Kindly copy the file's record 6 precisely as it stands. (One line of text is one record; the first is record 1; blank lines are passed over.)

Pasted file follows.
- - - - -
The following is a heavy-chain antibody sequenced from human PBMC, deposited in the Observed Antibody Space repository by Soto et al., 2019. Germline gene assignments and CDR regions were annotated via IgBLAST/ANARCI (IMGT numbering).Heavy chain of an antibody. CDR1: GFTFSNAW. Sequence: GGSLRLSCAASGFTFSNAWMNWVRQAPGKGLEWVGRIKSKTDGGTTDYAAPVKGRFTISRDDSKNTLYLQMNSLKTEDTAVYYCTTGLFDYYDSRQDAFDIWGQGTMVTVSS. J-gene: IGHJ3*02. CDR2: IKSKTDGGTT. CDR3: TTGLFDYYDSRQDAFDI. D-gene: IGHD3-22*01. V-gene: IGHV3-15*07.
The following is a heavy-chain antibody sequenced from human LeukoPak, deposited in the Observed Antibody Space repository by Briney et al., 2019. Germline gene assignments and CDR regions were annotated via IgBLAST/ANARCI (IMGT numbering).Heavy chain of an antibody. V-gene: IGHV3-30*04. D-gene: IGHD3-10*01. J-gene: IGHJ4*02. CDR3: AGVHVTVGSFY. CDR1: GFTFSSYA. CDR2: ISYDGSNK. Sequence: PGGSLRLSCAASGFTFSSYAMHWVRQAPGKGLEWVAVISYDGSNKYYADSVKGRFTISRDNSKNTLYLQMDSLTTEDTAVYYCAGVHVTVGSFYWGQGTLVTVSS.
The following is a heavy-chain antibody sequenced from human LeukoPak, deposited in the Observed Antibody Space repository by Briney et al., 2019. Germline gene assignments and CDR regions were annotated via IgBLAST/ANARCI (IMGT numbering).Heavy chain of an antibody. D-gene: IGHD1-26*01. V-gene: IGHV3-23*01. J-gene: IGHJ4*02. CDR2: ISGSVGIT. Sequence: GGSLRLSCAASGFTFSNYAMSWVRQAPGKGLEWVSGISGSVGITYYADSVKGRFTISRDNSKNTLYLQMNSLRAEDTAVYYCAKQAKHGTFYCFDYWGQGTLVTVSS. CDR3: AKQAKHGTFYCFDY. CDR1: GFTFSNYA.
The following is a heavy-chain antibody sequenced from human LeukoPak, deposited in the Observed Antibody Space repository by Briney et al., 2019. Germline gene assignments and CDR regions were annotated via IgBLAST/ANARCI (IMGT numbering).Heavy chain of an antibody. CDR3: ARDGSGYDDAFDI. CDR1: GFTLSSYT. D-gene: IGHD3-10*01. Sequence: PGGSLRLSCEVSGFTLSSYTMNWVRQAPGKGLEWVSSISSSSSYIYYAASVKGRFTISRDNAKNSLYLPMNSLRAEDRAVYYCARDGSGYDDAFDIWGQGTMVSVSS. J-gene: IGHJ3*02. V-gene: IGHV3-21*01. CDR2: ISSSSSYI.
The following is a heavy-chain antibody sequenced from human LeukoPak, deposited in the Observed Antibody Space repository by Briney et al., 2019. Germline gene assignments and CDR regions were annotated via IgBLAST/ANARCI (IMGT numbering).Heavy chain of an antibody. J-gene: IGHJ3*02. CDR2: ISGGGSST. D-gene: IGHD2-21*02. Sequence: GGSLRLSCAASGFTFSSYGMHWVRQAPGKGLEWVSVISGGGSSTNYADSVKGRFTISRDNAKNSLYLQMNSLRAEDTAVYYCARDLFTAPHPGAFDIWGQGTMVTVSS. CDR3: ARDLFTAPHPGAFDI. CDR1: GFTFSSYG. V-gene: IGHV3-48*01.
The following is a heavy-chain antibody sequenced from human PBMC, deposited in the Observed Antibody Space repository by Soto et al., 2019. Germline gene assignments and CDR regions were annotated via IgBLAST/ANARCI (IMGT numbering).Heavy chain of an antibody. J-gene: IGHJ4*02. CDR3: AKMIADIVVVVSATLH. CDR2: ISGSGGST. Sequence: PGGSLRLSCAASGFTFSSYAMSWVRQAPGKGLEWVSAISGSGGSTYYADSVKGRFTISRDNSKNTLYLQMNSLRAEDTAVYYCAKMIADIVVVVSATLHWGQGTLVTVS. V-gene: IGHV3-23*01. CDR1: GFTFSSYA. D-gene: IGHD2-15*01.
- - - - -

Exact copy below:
The following is a heavy-chain antibody sequenced from human PBMC, deposited in the Observed Antibody Space repository by Soto et al., 2019. Germline gene assignments and CDR regions were annotated via IgBLAST/ANARCI (IMGT numbering).Heavy chain of an antibody. J-gene: IGHJ4*02. CDR3: AKMIADIVVVVSATLH. CDR2: ISGSGGST. Sequence: PGGSLRLSCAASGFTFSSYAMSWVRQAPGKGLEWVSAISGSGGSTYYADSVKGRFTISRDNSKNTLYLQMNSLRAEDTAVYYCAKMIADIVVVVSATLHWGQGTLVTVS. V-gene: IGHV3-23*01. CDR1: GFTFSSYA. D-gene: IGHD2-15*01.